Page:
Second Acts podcast series

There are 36 million Americans who have earned some college credit, but not an actual degree. More colleges than ever are trying to help these students return to finish what they started. But so far, colleges are better at attracting these learners than helping them get across the finish line. Why is it so hard? What do these students want? What challenges do they face? And what strategies seem to be working?

I produced and hosted this EdSurge podcast series digging into the struggles of returning adult college students in this three-episode narrative podcast series. We followed the educational journeys of three college students from different backgrounds and different parts of the country. Along the way, we met some of their professors, academic coaches and other folks working to help them succeed.

Bootstraps podcast series on educational equity

I’m leading this narrative podcast series, Bootstraps: Merit, myths and education, which is a collaboration between EdSurge and Open Campus.

There’s a longstanding tradition of prizing “merit” in deciding which students get access to the best educational opportunities in America. The narrative goes that a merit-based system allows anyone “to pull themselves up by their bootstraps” to land a slot in a selective public magnet school or an elite college. But does the current system achieve equality? Are there potentially better—or at least fairer—ways to allocate educational opportunity?

This 6-episode podcast series aims to explore those questions through in-depth reporting and compelling audio storytelling. Each episode will tell the story of popular myths and assumptions of education, and along the way we’ll look at experiments in distributing educational opportunity. The goal is to introduce listeners to the complexities of the issues through rich characters struggling to balance their own needs and dreams with those of the broader community.

Update

An episode of the series was co-published by The Chronicle of Higher Education, and that let me work with award-winning Chronicle reporter Eric Hoover.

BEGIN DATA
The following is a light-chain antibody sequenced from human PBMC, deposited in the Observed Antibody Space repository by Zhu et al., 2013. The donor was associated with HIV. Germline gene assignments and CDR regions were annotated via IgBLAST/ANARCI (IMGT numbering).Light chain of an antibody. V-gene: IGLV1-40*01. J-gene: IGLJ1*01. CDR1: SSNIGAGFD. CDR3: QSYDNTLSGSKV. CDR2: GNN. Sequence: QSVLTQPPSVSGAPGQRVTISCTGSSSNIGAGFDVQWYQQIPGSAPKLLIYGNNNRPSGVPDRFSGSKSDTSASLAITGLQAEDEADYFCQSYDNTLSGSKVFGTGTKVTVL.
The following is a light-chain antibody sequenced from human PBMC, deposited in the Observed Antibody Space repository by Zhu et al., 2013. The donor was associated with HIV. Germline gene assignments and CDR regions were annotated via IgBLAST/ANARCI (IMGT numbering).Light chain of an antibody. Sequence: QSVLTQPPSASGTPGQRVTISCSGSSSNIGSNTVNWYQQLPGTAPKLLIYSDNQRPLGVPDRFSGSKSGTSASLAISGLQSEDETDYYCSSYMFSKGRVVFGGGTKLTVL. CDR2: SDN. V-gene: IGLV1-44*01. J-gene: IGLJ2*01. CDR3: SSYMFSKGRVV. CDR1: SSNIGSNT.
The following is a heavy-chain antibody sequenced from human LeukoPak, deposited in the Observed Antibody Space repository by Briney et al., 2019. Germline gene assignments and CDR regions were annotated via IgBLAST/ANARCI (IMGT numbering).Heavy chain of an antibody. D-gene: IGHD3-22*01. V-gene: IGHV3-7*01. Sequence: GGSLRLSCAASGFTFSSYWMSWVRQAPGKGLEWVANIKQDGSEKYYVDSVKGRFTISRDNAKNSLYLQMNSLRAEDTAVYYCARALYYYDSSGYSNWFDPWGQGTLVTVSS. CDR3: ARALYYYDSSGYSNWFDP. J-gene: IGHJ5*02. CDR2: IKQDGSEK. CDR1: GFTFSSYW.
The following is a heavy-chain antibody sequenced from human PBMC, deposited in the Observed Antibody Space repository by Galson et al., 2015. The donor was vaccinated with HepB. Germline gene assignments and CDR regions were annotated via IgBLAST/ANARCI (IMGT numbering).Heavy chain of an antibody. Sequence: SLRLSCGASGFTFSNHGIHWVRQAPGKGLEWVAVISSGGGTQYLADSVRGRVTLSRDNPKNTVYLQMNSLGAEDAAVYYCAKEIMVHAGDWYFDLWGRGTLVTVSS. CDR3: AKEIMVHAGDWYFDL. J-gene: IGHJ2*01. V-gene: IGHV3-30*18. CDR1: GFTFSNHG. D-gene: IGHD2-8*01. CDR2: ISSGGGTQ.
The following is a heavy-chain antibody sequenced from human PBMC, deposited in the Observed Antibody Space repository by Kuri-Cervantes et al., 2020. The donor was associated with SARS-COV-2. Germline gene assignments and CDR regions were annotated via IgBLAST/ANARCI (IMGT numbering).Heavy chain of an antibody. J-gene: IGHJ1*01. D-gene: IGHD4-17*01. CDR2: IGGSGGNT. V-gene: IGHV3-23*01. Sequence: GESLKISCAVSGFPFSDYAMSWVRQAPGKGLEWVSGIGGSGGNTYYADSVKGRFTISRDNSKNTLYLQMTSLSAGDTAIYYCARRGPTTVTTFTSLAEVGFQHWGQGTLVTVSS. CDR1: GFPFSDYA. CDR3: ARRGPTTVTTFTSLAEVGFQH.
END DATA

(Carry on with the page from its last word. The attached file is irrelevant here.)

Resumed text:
I talked with award-winning author and influencer Jeff Selingo about what we learned from the Bootstraps series.

I spun off a piece based on the reporting from the Bootstraps series for The Hustle.

Pandemic Campus Diaries podcast series

What is life really like on college campuses (or remote learning) during this pandemic? All this semester, we’ll be following profs and students on 6 campuses to hear their stories on this podcast series on the EdSurge Podcast.

The stakes for professors feel high: “What I’m most concerned about is that one of my students will get sick enough that they are forever affected, or sick enough that they don’t make it,” says Rachel Davenport, a senior lecturer at Texas State University, in one of her audio diaries. “And then if that happens, will I wonder, did they catch it in my class? Could I have done something different to have prevented it?”

Meanwhile, students are having a campus experience that some colleges are even comparing to a minimum security prison, like one Syracuse freshman who describes his quarantine in his dorm. Online students, too, face challenges, like the first-generation student who talks about her struggle to find a quiet place to study with two kids at home.

Update

We’re thrilled that the podcast series won support from the Education Writers Association through a reporting fellowship.

I talked with Higher Ed Geek Podcast about our new series and what we’re learning so far.

The Chronicle of Higher Education noted the launch of our podcast series.

I sat down with the TeachLab podcast at MIT to talk about what we’re learning so far from our series.

The podcast series has been reviewed in a couple places, including at eLiterate and the PhilOnEdTech blog.

I also joined this new online event series, Blursday Social, to discuss issues raised by the podcast series.

Podcasting during the pandemic

A lot of my focus is covering colleges. Before COVID-19 swept across the globe, it was easy to see college life, which happened in busy classrooms and spacious libraries and lush campus quads. Now with campuses temporarily closed due to the health emergency, the activity of professors and students has shifted online. And that makes it hard to know just what is going on right now in higher education—and in so much of American life.

How many students just can’t get to online classrooms because they lack technology or Wi-Fi access? What other economic hardships are students and professors facing due to the crisis? Are people staying healthy?

For the weekly EdSurge Podcast that I produce and co-host, we’re trying to create a space where people can share their stories, and at least hear each other during this time of social distancing.